In the context of our exhaustive coverage of an issue such the Salmonella Saintpaul/tomato outbreak, sometimes a single paragraph of a single story can cry out to a reader and crystallize an important issue. If we are fortunate than our reader will decide to share that insight with the entire industry, and indeed, we are all lucky today:
Your article, Andrew & Williamson Hit Hard By FDA’s Mexican Tomato Ban, part of your SPECIAL REPORT III: Tomato/Salmonella Source List Narrows But Some Regions Ruined, included this paragraph:
“That means FDA calling up USDA, calling up the produce trade groups and asking this question: “What are the growing areas that could or could not be implicated in this outbreak?” FDA quickly develops one list and publishes it. If implicated areas are cleared, they get removed, but FDA shouldn’t wait for a senator from Florida to call before it correctly characterizes a region in Florida.”
I wholeheartedly agree. The spinach industry could have been saved a lot of grief if FDA had used some of the modern tools available. Attached here is a report I pulled from the ACN ScanTrack data we purchase. This report was pulled right after the ban on all spinach consumption was announced in September 2006. I originally ran the report to check if our brand, Popeye, could be the source of the contaminated spinach. I was able to confirm that it looked like “no”.
The report is a list of all packaged spinach items. Across the top are the ACN markets in the states that FDA initially identified as having illnesses. There was only one item that sold in all 20 of those markets: Earthbound Farms Baby Spinach. Dole and Fresh Express were in most of the markets due to their wide distribution but they were not in all of the markets.
The FDA’s recall list certainly could have been swiftly narrowed to Natural Selection Foods and the brands they packed (which included Dole at the time) if the FDA used some modern research techniques. A quick look at NSF’s inbound supply records would have also told them that the infected area was limited to San Benito County and had nothing to do with Salinas Valley or the rest of the country. But here we go again…
— Leslie Tripp
Director of Marketing
River Ranch Fresh Foods, LLC
We thank Leslie very much for this letter as we think it hits a key problem — an FDA somewhat trapped in the past. One wonders how many people at FDA bothered to pull the same data that Leslie did. Our guess, none. In fact they probably don’t pay for the data, so they don’t have access to it and probably don’t have anyone who knows how to read the reports anyway.
This is where all the proposals to increase FDA funding miss the mark; just pouring more money into an antiquated system doesn’t make it modern. You need a commitment from the top to truly modernize and an understanding of what a paradigm-changing system can actually look like.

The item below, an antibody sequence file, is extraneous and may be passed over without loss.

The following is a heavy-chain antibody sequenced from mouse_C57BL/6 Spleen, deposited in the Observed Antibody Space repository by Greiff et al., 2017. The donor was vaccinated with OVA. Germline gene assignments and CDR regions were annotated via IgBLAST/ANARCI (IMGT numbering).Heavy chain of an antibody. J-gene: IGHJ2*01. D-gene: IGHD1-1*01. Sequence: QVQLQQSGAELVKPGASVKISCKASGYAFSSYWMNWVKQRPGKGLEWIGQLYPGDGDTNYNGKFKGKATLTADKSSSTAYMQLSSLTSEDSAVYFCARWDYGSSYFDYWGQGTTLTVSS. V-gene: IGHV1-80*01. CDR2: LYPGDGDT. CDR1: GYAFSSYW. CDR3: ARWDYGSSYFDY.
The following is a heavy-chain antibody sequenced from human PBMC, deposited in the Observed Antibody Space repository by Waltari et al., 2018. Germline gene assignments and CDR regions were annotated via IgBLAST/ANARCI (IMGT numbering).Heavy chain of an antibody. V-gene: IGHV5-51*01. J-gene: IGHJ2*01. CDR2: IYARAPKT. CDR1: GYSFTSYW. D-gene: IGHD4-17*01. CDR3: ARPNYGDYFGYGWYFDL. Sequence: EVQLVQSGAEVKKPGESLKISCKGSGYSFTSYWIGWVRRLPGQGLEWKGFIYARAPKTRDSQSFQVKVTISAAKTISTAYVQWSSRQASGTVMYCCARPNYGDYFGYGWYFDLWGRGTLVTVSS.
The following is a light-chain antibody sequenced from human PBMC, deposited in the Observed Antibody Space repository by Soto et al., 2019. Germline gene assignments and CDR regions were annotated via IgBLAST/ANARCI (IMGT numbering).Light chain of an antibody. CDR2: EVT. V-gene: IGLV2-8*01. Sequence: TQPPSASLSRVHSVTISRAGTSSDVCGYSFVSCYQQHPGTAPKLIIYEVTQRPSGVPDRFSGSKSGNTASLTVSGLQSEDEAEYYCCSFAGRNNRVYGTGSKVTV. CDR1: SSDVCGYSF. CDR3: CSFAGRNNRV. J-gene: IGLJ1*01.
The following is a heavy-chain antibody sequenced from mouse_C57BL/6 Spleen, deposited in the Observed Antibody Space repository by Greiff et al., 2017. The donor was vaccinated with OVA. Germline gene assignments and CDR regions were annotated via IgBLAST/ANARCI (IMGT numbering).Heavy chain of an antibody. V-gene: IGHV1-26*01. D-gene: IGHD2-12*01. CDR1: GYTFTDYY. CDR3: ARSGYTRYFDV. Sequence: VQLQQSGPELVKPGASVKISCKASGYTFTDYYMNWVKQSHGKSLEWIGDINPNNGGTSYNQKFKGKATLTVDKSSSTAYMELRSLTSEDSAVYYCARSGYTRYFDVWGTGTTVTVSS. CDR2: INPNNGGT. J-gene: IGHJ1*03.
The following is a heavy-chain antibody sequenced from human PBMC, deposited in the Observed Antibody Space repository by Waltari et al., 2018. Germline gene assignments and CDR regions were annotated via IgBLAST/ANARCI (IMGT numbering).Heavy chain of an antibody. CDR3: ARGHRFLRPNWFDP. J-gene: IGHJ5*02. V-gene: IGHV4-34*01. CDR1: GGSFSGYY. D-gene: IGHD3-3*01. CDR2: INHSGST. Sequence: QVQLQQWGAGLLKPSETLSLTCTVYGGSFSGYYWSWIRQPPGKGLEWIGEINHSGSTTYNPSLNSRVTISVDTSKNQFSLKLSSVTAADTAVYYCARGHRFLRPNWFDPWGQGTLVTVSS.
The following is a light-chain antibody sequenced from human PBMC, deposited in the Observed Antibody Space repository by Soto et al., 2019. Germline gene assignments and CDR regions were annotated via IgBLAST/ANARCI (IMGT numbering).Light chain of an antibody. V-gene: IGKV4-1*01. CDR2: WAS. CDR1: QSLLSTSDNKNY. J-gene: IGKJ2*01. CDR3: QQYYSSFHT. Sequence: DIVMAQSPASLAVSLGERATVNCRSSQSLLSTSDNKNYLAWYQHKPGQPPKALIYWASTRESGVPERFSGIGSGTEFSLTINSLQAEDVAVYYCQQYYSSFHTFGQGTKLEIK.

There is something else. It is easy to think that the problem at FDA is ignorance. All of us in the industry have been staring at the CDC map of where people have gotten ill and scratching our heads at how FDA can continue to suspect Florida. It makes everyone think we need to go educate the FDA about produce product flows.
The truth, though, is that the FDA does not really make judgments. It does not take calculated risks, and it has an absolutist attitude and demands an unreasonable standard of proof before ruling something out even as a kind of working hypothesis.
So, no distribution of product will ever make an FDA that thinks like this one move ahead on the assumption that the tomatoes implicated are from Mexico.
Equally, had we flown Leslie Tripp and the CEO of AC Nielsen to Washington, DC, to give a presentation to FDA about this product flow, although we think it should have, we don’t think it would have changed FDA’s actions in the spinach crisis.
Most of us, most of the time, have to make decisions in the context of weighing pros and cons. So, for most of us the decision to impose a defacto ban on spinach or tomatoes or one firm’s cantaloupes would involve weighing the benefits in terms of food safety against the costs, in terms of food destroyed, jobs destroyed, etc.
Once it is identified that there is a pathogen that has caused an illness, there is no longer any counterweight. So if thousands of people in Mexico are thrown into poverty as a result of a ban on Mexican tomatoes — that is just not part of the mission of FDA.
If spinach farmers in New Jersey went broke — it just wasn’t FDA’s problem.
If thousands of people lose their jobs picking Honduran melons, that is just not something to be considered.
If you look at the list of sources “not implicated” in the current outbreak, it has nothing to do with FDA looking at food safety programs, product flows or, in fact, making any judgment at all. It is a list of places that could not be a part of the outbreak because they either were not shipping at all or were not shipping to the US at the time in question. No judgment, no interpretation required.
Leslie is suggesting the FDA needs to step up to the plate and make the best decisions possible based on rational probabilities, not abstract possibilities. Remember Leslie’s point in reading the data was not that it was impossible to see a way for it to be River Ranch — there could be tourists, etc. — the point is that it “looked like” a no-brainer and that acting on that basis would be reasonable. This is a good point, but we are quite far from there in terms of the FDA adopting this ethos.
Many thanks to Leslie and to River Ranch for sharing this important data and thought-process with the industry.